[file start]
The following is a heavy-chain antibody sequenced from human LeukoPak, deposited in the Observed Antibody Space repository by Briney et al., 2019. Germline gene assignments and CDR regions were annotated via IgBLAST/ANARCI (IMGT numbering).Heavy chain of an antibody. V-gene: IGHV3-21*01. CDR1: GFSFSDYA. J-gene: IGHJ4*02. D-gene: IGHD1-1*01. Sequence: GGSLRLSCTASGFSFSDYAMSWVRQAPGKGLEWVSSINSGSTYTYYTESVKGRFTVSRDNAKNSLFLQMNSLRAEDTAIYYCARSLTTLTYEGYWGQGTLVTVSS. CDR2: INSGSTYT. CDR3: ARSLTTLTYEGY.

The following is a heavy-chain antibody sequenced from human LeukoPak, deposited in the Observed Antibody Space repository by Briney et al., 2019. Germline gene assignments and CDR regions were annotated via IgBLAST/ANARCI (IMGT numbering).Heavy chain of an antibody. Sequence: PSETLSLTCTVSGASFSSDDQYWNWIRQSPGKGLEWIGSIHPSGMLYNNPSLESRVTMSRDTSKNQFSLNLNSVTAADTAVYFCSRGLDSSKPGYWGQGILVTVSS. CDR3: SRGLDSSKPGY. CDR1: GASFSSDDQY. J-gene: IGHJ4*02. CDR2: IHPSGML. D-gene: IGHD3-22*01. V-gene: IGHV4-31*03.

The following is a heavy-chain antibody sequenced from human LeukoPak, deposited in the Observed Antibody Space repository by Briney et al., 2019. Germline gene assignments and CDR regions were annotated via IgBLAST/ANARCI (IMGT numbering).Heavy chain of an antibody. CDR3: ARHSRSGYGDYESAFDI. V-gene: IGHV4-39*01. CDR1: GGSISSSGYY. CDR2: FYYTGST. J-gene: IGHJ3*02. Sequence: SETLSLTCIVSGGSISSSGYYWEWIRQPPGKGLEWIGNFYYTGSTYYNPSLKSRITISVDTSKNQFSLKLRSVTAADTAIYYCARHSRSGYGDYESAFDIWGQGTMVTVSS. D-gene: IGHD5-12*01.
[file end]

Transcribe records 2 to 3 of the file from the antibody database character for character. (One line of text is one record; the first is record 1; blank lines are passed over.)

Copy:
The following is a heavy-chain antibody sequenced from human LeukoPak, deposited in the Observed Antibody Space repository by Briney et al., 2019. Germline gene assignments and CDR regions were annotated via IgBLAST/ANARCI (IMGT numbering).Heavy chain of an antibody. Sequence: PSETLSLTCTVSGASFSSDDQYWNWIRQSPGKGLEWIGSIHPSGMLYNNPSLESRVTMSRDTSKNQFSLNLNSVTAADTAVYFCSRGLDSSKPGYWGQGILVTVSS. CDR3: SRGLDSSKPGY. CDR1: GASFSSDDQY. J-gene: IGHJ4*02. CDR2: IHPSGML. D-gene: IGHD3-22*01. V-gene: IGHV4-31*03.

The following is a heavy-chain antibody sequenced from human LeukoPak, deposited in the Observed Antibody Space repository by Briney et al., 2019. Germline gene assignments and CDR regions were annotated via IgBLAST/ANARCI (IMGT numbering).Heavy chain of an antibody. CDR3: ARHSRSGYGDYESAFDI. V-gene: IGHV4-39*01. CDR1: GGSISSSGYY. CDR2: FYYTGST. J-gene: IGHJ3*02. Sequence: SETLSLTCIVSGGSISSSGYYWEWIRQPPGKGLEWIGNFYYTGSTYYNPSLKSRITISVDTSKNQFSLKLRSVTAADTAIYYCARHSRSGYGDYESAFDIWGQGTMVTVSS. D-gene: IGHD5-12*01.